World Champion Freddy Deeb explains how he won his title: “It wasn’t easy – I had to work very hard. I definitely played the best poker of my life”

Shelley Rubenstein gets the first word from this year’s H.O.R.S.E. world champion

You don’t seem to play that many tournaments, so why the H.O.R.S.E.?

I knew I’d have a great shot at the H.O.R.S.E. because I play all the games, plus you start with 100,000 chips. The big difference between the H.O.R.S.E. and other events is that when you take a bad beat in H.O.R.S.E. it’s only a temporary setback, but when you suffer a bad beat in other tournaments it’s a knockout.

Do you find it easy to switch between the games every hour?

I do, but on the second day we were playing Stud and we went to Stud Eight-or-Better and three guys in the game were playing the wrong game for 20 minutes! You’ve got to be alert when the game changes.

How was the journey to being crowned champion?

It wasn’t easy – I had to work very hard. I definitely played the best poker of my life. I swear to you I made some big laydowns and had some turbulence in the tournament. The first two days I never had a lot of chips, then all of a sudden on Day 3 I went up to 700,000. The limits went up to 20,000/40,000 on Razz, so now every hand cost about 200,000 to play. I picked up two big hands back to back. I had the best hand and the best draw both times and I lost both hands. I went from 700,000 to 235,000 and I said to myself, ‘If I pick up one more hand like that, I’ll go broke.’ There was about 15 to 20 minutes left in the Razz round so I decided to take a walk.

You were worried about tilting?

Yes, I thought I could pick up a hand, tilt and play bad. It’s just the way I feel sometimes. I’m not superstitious at all but I believe that when you lose a hand or two, sometimes it looks like it’ll never end, so it’s not a bad idea to take a walk. That way, you don’t steam.

That’s a very brave decision when the blinds are so high and you’re relatively short-stacked…

I took a walk for 15 minutes and I didn’t even count how many chips I’d lost. I was afraid to look! I waited for the dealer to change because when that happens they change the game. I sat down for the first hand of Stud and I won the first three hands. I went from around 200,000 to 900,600 in three hands!

So you returned on Day 4 with a huge stack?

We went back and I finished the fourth day with second chip lead. I was just cruising, playing good poker. Sometimes I’d lose a hand or just pick up the antes but I was never in danger like on Day 3.

When it’s like that, are you disciplined enough to sit tight and not get involved too much?

Oh yeah, you have to because, you know, you can’t win the tournament on the second, third or fourth day. You can only win it on the fifth.

What were the crucial turning points for you at the final table?

I started out as second chip leader with 3.5 million chips, and within one hour Barry Greenstein went broke. He played a couple of hands and didn’t win either of them, and he was one of the best players there besides me. I got up to about 4.5 million but then played four big hands and I didn’t win any of them. They were all Stud hands and all big favourites to win but I went down to 400,000 when we were seven-handed.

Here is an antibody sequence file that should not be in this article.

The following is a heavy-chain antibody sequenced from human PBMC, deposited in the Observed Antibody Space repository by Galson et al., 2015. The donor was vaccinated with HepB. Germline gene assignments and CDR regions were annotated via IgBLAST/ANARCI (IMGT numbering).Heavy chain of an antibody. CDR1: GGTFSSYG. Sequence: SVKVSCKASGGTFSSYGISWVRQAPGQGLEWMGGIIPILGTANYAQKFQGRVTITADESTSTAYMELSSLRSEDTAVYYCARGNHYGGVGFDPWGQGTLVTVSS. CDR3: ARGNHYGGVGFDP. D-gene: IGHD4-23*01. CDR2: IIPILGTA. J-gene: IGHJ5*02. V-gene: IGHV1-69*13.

Sounds like you were in danger…

For about three hours I didn’t win a hand. I don’t know how I even stayed there – everyone was waiting for me to go broke. So I made a statement: ‘Okay boys. I guess I’m going to do Freddy Deeb style.’ My style is to take small money and play the biggest game in the room. Let’s say the minimum buy-in is $100,000. I’ll take the minimum, play one hand and if I go broke, I go broke, but if I win, I’m going to win a lot of money. As soon as I said that, we were playing Omaha Hi-Lo and I picked up A-5-5-3. The flop came Q-J-5, then a Five on the turn, and it was a three-way action pot, so I tripled up. Then they started dealing Razz and I tripled up again, and went from 300,000 to three million in two hands.

And the other players?

Bruno [Fitoussi] was on a rush – he was playing and winning every hand. The only thing he didn’t do was slow down when he started losing. He wanted to finish it off. When you’re playing that fast it means you’re not playing that good. When we were threehanded, John Hanson played badly too – I finally knocked him out in Razz.

Which left the epic heads-up with Bruno…

I had 11 million and he had four million left. I’d only slept for two hours the night before. I played all day the day before from 12pm to 2am and I couldn’t sleep. I went to sleep at 8am and I kept looking at the clock. Finally I fell asleep around 9am and was up at 12pm. I took a steam and sauna and exercised for 20 minutes on the belt. I came to play and I didn’t eat all day. Every time I was hungry, I ate a banana or an apple because I thought to myself, ‘If I eat food now I’m going to get real messed up.’ Even on the dinner break I just had a banana.

You must have had a celebratory meal when you won?

I had a big glass of cognac for breakfast! It was about 6.30am.

And afterwards?

It was a great feeling. It didn’t hit me until two days later and I didn’t realise how much respect and credit you get for winning that tourney until after I won it. A lot of people have come up to me since saying how prestigious the win is because you’re playing with the best players in the whole world, with a $50k buy-in and five different games.

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